A look ahead at the key events leading the news agenda next week, from the team at Foresight News. Delivered to your inbox on Fridays.
Leading the week
After Treasury Secretary Janet Yellen announced that the US could default as early as June 1 if Congress doesn’t take action to raise the debt limit before then, all eyes will be on talks between President Joe Biden and congressional leaders on Tuesday (May 9). The meeting comes amid a standoff between Biden and House Speaker Kevin McCarthy, who on April 26 managed to pass legislation in that would raise the debt limit by $1.5 trillion but came with a series of conditions attached including massive discretionary spending cuts and demands to reverse key pieces of Biden’s agenda, predictably rejected by the White House. With neither side showing signs of flinching, some are pinning hopes on a long-shot plot by House Democrats to bypass McCarthy through a so-called discharge petition that could bring a vote on a ‘clean’ debt limit resolution to the House floor. Perhaps more likely, though, is a short-term extension to the debt limit, something OMB Director Shalanda Young suggested when she appeared at a White House briefing yesterday.
Meanwhile, officials are bracing for a surge in migrant arrivals at the southern border when Title 42 restrictions expire on Thursday (May 11) in conjunction with the formal end of COVID-19 emergency declarations that day. The Administration has faced criticism for its plans to send some 1,500 troops to the border, particularly since Vice President Kamala Harris labelled a similar move by Donald Trump ‘political’ and ‘inappropriate’. One silver lining may be that the end of Title 42 has led to renewed efforts on Capitol Hill to pass comprehensive immigration reform legislation, with the House planning to vote on their package as soon as this month. And though finding a workable compromise with the Democrat-controlled Senate will be a struggle, proposals presented by Senator Bob Menendez last month could form the basis for a conversation about a bipartisan, long-term solution to an issue that has evaded Congress for over 30 years.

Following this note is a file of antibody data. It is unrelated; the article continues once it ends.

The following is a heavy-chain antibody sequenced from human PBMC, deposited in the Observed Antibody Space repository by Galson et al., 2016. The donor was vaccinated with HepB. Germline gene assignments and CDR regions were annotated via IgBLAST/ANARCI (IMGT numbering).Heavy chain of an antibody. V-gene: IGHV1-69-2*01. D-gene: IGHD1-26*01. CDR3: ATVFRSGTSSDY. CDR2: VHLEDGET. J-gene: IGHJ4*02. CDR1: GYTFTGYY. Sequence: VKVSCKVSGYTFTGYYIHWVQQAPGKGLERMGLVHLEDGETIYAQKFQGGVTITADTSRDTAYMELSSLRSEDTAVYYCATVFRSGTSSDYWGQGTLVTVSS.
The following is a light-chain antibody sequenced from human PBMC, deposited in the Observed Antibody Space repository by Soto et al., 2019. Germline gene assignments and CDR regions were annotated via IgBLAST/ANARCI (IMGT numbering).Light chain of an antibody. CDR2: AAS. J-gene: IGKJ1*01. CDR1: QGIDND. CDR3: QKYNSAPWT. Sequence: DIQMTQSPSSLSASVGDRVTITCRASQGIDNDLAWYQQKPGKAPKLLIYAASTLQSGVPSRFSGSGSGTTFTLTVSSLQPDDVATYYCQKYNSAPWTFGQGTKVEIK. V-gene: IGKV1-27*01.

Despite Russian allegations of an assassination attempt on President Vladimir Putin earlier this week, the Kremlin has insisted Moscow’s annual Victory Day military parade will go ahead as planned on Tuesday (May 9), though likely under heightened security. The event ostensibly marks the Soviet victory over Nazi Germany in World War II, though Russia’s invasion of Ukraine will once again dominate the narrative. It follows a dramatic week that saw fresh waves of Russian airstrikes in Ukraine while Volodymyr Zelenskyy paid surprise visits to Finland and the Netherlands, where he once again called for the establishment of a special tribunal to investigate and prosecute Russian war crimes. Tuesday’s parade also comes a day ahead of the withdrawal on Wednesday (May 10) of Wagner mercenaries from Bakhmut in Ukraine, announced by the group’s founder Yevgeny Prigozhin amid an escalating dispute over ammunition supplies.
Turkish President Recep Tayyip Erdogan is facing what many are calling his toughest election battle to date on Sunday (May 14) as voters cast their ballots in presidential and legislative elections. His main challenger is Kemal Kilicdaroglu, leader of the centre-left Republican People’s Party (CHP) representing a coalition of six opposition parties. Erdogan has faced criticism over high inflation and the high death toll from February’s twin earthquakes, partly attributed to shoddy construction practices under his watch. But after more than 20 years in power, the president still has a loyal following and will be hoping he has done enough at least to force a runoff vote on May 28.